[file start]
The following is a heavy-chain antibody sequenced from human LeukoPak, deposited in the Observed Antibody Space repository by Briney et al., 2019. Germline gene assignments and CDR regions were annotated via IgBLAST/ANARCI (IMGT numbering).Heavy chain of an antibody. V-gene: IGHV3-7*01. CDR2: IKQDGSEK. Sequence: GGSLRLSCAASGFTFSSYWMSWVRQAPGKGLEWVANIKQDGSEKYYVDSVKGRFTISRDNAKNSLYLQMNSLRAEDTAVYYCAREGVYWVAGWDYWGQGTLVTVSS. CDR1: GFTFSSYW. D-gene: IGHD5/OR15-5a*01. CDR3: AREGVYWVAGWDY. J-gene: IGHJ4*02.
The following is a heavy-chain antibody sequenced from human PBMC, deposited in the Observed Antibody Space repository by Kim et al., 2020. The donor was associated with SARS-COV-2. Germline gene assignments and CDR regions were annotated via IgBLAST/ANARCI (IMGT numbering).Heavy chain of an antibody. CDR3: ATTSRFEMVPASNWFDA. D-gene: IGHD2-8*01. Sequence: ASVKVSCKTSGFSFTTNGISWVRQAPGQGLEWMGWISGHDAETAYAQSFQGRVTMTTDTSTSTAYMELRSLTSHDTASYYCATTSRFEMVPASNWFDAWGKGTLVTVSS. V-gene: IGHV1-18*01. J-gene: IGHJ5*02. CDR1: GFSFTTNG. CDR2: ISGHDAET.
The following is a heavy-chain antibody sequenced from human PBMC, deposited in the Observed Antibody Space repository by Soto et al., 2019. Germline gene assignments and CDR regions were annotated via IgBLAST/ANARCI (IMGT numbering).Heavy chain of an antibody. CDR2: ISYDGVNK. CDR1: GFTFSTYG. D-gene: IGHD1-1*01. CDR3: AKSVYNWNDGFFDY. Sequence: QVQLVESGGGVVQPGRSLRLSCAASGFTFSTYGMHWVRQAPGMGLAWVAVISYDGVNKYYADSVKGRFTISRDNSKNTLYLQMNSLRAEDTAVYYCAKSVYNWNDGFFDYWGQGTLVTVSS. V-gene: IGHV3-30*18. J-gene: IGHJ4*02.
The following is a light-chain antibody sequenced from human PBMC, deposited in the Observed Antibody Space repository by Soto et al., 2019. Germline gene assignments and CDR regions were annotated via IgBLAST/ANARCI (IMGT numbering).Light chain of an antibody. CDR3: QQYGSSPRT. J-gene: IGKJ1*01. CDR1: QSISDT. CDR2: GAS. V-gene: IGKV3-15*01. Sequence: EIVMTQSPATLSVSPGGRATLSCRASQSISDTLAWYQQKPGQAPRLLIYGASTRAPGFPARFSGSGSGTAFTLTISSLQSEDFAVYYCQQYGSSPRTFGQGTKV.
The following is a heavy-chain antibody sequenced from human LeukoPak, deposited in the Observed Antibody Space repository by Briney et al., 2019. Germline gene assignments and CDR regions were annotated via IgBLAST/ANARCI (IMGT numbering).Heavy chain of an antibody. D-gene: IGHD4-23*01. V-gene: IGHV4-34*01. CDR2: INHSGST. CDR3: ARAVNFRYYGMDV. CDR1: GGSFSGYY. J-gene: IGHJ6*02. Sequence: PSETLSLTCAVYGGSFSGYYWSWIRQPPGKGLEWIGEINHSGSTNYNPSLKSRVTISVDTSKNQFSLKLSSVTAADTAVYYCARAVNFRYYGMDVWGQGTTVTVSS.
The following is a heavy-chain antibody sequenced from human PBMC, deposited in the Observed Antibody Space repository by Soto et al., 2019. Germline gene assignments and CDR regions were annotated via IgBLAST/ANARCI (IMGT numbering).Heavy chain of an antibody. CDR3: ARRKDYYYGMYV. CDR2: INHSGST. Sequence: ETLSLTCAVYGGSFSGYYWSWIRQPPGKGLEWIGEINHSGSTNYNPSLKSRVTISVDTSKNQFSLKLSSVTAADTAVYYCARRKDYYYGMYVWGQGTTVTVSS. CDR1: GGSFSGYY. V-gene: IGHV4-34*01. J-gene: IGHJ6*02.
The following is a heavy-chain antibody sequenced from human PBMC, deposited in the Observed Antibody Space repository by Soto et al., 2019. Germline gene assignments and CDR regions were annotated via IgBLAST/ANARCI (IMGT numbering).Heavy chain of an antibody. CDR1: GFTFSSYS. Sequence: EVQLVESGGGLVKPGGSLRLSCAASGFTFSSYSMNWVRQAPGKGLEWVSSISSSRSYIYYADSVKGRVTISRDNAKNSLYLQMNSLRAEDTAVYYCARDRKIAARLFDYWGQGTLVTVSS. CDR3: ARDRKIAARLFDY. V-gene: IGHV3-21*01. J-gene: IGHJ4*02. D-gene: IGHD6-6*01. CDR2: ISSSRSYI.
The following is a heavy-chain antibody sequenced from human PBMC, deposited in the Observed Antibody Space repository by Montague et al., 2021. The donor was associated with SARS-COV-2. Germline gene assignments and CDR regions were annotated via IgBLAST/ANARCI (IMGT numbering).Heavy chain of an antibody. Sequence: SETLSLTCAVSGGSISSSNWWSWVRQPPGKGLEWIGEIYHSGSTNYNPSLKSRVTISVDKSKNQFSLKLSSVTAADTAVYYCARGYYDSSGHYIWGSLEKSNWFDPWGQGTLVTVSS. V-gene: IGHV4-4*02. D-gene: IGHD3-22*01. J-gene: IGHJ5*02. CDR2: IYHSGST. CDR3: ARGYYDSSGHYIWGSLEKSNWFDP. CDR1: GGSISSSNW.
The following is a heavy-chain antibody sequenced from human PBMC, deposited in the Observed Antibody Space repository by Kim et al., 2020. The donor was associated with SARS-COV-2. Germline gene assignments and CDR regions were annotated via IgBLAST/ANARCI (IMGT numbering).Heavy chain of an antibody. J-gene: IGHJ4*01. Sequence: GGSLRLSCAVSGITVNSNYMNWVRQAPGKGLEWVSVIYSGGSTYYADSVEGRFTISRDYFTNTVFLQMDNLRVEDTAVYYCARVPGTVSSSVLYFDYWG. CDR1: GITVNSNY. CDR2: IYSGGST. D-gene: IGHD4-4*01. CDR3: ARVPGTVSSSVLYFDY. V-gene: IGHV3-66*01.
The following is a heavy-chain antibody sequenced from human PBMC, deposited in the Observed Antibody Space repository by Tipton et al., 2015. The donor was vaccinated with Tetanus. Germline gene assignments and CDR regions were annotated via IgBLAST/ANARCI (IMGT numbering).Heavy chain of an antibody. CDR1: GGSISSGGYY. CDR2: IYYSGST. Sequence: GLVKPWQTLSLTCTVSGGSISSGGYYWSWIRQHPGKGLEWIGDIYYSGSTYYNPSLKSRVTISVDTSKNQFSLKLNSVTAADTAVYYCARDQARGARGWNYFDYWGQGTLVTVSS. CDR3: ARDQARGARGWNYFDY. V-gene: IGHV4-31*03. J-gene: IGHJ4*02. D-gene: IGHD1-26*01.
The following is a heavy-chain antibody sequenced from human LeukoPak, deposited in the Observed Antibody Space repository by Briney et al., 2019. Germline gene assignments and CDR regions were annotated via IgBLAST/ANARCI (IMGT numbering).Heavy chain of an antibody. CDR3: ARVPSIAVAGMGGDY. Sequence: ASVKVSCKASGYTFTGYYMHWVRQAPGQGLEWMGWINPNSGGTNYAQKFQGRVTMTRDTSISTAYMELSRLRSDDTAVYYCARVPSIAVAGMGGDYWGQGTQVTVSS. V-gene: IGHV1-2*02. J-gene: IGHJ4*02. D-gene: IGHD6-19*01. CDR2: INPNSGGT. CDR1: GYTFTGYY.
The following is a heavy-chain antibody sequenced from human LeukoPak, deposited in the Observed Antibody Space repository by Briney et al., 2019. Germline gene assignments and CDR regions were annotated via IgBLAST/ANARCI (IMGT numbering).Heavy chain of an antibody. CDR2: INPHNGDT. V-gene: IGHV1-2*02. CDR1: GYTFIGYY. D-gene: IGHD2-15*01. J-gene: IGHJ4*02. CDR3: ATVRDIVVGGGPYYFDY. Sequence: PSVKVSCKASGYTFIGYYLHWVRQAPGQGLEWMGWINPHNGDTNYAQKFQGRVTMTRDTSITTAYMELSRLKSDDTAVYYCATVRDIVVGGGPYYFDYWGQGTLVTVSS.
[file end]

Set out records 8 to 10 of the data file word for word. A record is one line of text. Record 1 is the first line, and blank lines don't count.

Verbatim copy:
The following is a heavy-chain antibody sequenced from human PBMC, deposited in the Observed Antibody Space repository by Montague et al., 2021. The donor was associated with SARS-COV-2. Germline gene assignments and CDR regions were annotated via IgBLAST/ANARCI (IMGT numbering).Heavy chain of an antibody. Sequence: SETLSLTCAVSGGSISSSNWWSWVRQPPGKGLEWIGEIYHSGSTNYNPSLKSRVTISVDKSKNQFSLKLSSVTAADTAVYYCARGYYDSSGHYIWGSLEKSNWFDPWGQGTLVTVSS. V-gene: IGHV4-4*02. D-gene: IGHD3-22*01. J-gene: IGHJ5*02. CDR2: IYHSGST. CDR3: ARGYYDSSGHYIWGSLEKSNWFDP. CDR1: GGSISSSNW.
The following is a heavy-chain antibody sequenced from human PBMC, deposited in the Observed Antibody Space repository by Kim et al., 2020. The donor was associated with SARS-COV-2. Germline gene assignments and CDR regions were annotated via IgBLAST/ANARCI (IMGT numbering).Heavy chain of an antibody. J-gene: IGHJ4*01. Sequence: GGSLRLSCAVSGITVNSNYMNWVRQAPGKGLEWVSVIYSGGSTYYADSVEGRFTISRDYFTNTVFLQMDNLRVEDTAVYYCARVPGTVSSSVLYFDYWG. CDR1: GITVNSNY. CDR2: IYSGGST. D-gene: IGHD4-4*01. CDR3: ARVPGTVSSSVLYFDY. V-gene: IGHV3-66*01.
The following is a heavy-chain antibody sequenced from human PBMC, deposited in the Observed Antibody Space repository by Tipton et al., 2015. The donor was vaccinated with Tetanus. Germline gene assignments and CDR regions were annotated via IgBLAST/ANARCI (IMGT numbering).Heavy chain of an antibody. CDR1: GGSISSGGYY. CDR2: IYYSGST. Sequence: GLVKPWQTLSLTCTVSGGSISSGGYYWSWIRQHPGKGLEWIGDIYYSGSTYYNPSLKSRVTISVDTSKNQFSLKLNSVTAADTAVYYCARDQARGARGWNYFDYWGQGTLVTVSS. CDR3: ARDQARGARGWNYFDY. V-gene: IGHV4-31*03. J-gene: IGHJ4*02. D-gene: IGHD1-26*01.